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Maybe I’ve read this story too many times. Maybe I just know too well that feeling of being soiled and not wanting to be too close to Jesus in my shame. But as I read these words, I didn’t expect to see my Joshua’s face contort in utter confusion.  “I don’t understand”, he said. So I tried to explain.

I asked him if he’s ever felt like he’s not good enough to be near Jesus. If he’d ever messed up so much that he felt too ashamed to come close to Jesus. As I talked, my overly expressive boy’s face changed from confusion to shock and horror. All he could say was, “but WHY?! Why wouldn’t you want to be with Jesus?!”

I’ve heard numerous sermons and explanations of that moment when Jesus said the Kingdom of Heaven belongs to “such as these”. And here in front of my bleary morning eyes was this verse being lived out in front of me. Because on one hand, I know that when we compare ourselves to the great glory of God, we find ourselves, like Job, saying “My ears had heard of youbut now my eyes have seen you. Therefore I despise myselfand repent in dust and ashes.” (Job 42)  And I believe this is what is happening in Peter’s heart in this moment.

But in comes crashing the beautiful paradox. Because, my friend! This also is true. And I believe this may be what was happening in Jesus’ heart in this moment.  That beyond the reality of who we are compared to Him, He longs for us to come close and just be with Him.

In our filth.

In our emptiness.

In our shame.

I hear the words of Romans 8 ring loud in my heart – “ For I am convinced that neither death nor life, neither angels nor demons, neither the present nor the future, nor any powers,neither height nor depth, nor anything else in all creation, will be able to separate us from the love of God that is in Christ Jesus our Lord.

And I see Him stooped low, casting off His crown for a manger, so that I can draw close to Him.

I see Him in agony on a cross, so that I can be made clean.

I see Him in all His glory beside God the Father interceding still on our behalf! (Romans 8:34)

And yet how many times have I hidden from Him because of my sin? How many times has my heart reeled with words like Peter’s “Go away from me – I am a sinner?”

As I hear His  words still ringing in the air, “Come to me, all you who are weary and burdened, and I will give you rest.Take my yoke upon you and learn from me, for I am gentle and humble in heart, and you will find rest for your souls. (Mt 11:29) Did you hear that?!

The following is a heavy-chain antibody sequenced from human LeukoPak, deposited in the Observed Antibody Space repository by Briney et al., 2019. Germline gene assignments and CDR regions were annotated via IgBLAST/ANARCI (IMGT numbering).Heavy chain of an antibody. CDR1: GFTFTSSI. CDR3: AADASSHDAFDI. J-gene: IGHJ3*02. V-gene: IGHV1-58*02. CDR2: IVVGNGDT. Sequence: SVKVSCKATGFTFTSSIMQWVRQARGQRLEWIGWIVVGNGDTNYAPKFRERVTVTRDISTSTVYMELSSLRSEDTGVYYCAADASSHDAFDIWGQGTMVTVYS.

AND YOU WILL FIND REST FOR YOUR SOUL!

Oh how I long to be nestled in.

To come to Jesus with a heart as simple and clear as my Joshua’s – with no worry or doubt, just trust.

So come! Let’s not spend another day pushing back the One who gave it all to be close to you. His Promises are sure, His Arms are secure, His Words are true.

It’s time to start really believing them.

Jesus

Posted in Living this Life, Walking it out

You can fight outside

“…if they want to fight, they have to go outside”, she said, “because my home will be a home of peace”

The words struck my young heart. And have been lodged there ever since. They weren’t directed at me – but part of me wonders if they were intended for me.

Some moments never leave you. Some moments come to us in a single sentence, and transform our lives forever… or shape our futures… or heal our pasts.

You rarely know it when it’s happening. These moments don’t contain lightning bolts. They come as a gentle whisper to the soul. Sometimes I feel like Elijah, looking for the presence of God, and not finding Him in the wind, the earthquake, or the fire… “but the Lord was not in the fire. And after the fire came a gentle whisper. When Elijah heard it, he pulled his cloak over his face…” 1 Kings 19

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How was I to know, at a mere 12 years old, how my God would shape my life through this simple woman’s words? Standing in her kitchen, watching her make dinner while eavesdropping on a conversation intended for someone else, she simply explained the power of peace in her family. She articulated a concept that I had never heard anyone put words to.

I wonder how many years passed before I thought of those words again. But they lay like a seed, planted deep in the recesses of my heart. But those simple words gave me framework on which to build my marriage. A foundation on which to build my family. The courage to take a stand and declare, “My home will be a home of peace.” Though life became tumultuous – there existed an idea – a possibility. I have said these things to you, that in me you may have peace. In the world you will have tribulation. But take heart; I have overcome the world.” John 16:33 shafts of light

There are more words in me – planted by people throughout my life. Gentle whispers sent into my life like shafts of light.  Some I harvest – some are still growing. But today, I celebrate all those moments. I celebrate every person who has spoken into my life.

And I think about the words I speak – the crumbs I leave behind as I walk. ”Do not let any unwholesome talk come out of your mouths, but only what is helpful for building others up according to their needs, that it may benefit those who listen.” Ephesians 4:29  That unsuspecting bystander who sees me and my entourage of 3 in a grocery store, all of us at wits end. That it may benefit those who listen. That child who’s done something wrong and looks into your eyes- waiting for what’s to come… That it may benefit those who listen. That person sitting next to your family in a restaurant… That it may benefit those who listen. That nurse caring for your sick child… That it may benefit those who listen. Every soul, longing for some crumbs of grace to fall – something to point us to our Maker. crumbs 2

May I leave behind a trail of grace that changes lives as mine has been changed.

What words have been spoken into your life that have changed you?